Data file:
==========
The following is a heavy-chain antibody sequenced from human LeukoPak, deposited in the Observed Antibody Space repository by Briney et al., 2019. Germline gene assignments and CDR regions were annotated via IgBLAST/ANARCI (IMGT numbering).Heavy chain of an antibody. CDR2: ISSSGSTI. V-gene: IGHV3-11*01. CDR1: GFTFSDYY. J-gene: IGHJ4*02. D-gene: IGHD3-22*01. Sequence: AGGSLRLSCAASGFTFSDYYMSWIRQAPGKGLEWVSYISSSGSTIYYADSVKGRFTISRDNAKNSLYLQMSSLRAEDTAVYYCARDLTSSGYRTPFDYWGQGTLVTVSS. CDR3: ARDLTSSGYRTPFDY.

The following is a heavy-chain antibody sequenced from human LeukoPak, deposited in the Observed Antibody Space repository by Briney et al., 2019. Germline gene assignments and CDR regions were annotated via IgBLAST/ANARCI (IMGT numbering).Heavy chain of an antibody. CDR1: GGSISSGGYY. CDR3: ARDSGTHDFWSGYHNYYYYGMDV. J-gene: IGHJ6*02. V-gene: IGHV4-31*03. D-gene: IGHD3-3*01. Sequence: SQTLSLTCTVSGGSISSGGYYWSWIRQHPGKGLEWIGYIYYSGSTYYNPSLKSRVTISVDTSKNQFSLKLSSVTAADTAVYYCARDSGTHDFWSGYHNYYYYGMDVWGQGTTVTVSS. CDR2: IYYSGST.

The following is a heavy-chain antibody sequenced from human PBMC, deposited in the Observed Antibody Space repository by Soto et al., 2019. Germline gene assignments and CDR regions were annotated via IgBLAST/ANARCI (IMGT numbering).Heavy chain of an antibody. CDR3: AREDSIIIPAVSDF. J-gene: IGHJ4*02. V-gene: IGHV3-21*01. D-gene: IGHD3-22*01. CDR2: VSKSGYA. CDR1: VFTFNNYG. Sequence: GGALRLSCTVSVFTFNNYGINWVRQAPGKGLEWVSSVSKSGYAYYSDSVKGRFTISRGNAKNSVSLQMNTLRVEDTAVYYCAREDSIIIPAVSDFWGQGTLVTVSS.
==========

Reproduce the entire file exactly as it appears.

The following is a heavy-chain antibody sequenced from human LeukoPak, deposited in the Observed Antibody Space repository by Briney et al., 2019. Germline gene assignments and CDR regions were annotated via IgBLAST/ANARCI (IMGT numbering).Heavy chain of an antibody. CDR2: ISSSGSTI. V-gene: IGHV3-11*01. CDR1: GFTFSDYY. J-gene: IGHJ4*02. D-gene: IGHD3-22*01. Sequence: AGGSLRLSCAASGFTFSDYYMSWIRQAPGKGLEWVSYISSSGSTIYYADSVKGRFTISRDNAKNSLYLQMSSLRAEDTAVYYCARDLTSSGYRTPFDYWGQGTLVTVSS. CDR3: ARDLTSSGYRTPFDY.

The following is a heavy-chain antibody sequenced from human LeukoPak, deposited in the Observed Antibody Space repository by Briney et al., 2019. Germline gene assignments and CDR regions were annotated via IgBLAST/ANARCI (IMGT numbering).Heavy chain of an antibody. CDR1: GGSISSGGYY. CDR3: ARDSGTHDFWSGYHNYYYYGMDV. J-gene: IGHJ6*02. V-gene: IGHV4-31*03. D-gene: IGHD3-3*01. Sequence: SQTLSLTCTVSGGSISSGGYYWSWIRQHPGKGLEWIGYIYYSGSTYYNPSLKSRVTISVDTSKNQFSLKLSSVTAADTAVYYCARDSGTHDFWSGYHNYYYYGMDVWGQGTTVTVSS. CDR2: IYYSGST.

The following is a heavy-chain antibody sequenced from human PBMC, deposited in the Observed Antibody Space repository by Soto et al., 2019. Germline gene assignments and CDR regions were annotated via IgBLAST/ANARCI (IMGT numbering).Heavy chain of an antibody. CDR3: AREDSIIIPAVSDF. J-gene: IGHJ4*02. V-gene: IGHV3-21*01. D-gene: IGHD3-22*01. CDR2: VSKSGYA. CDR1: VFTFNNYG. Sequence: GGALRLSCTVSVFTFNNYGINWVRQAPGKGLEWVSSVSKSGYAYYSDSVKGRFTISRGNAKNSVSLQMNTLRVEDTAVYYCAREDSIIIPAVSDFWGQGTLVTVSS.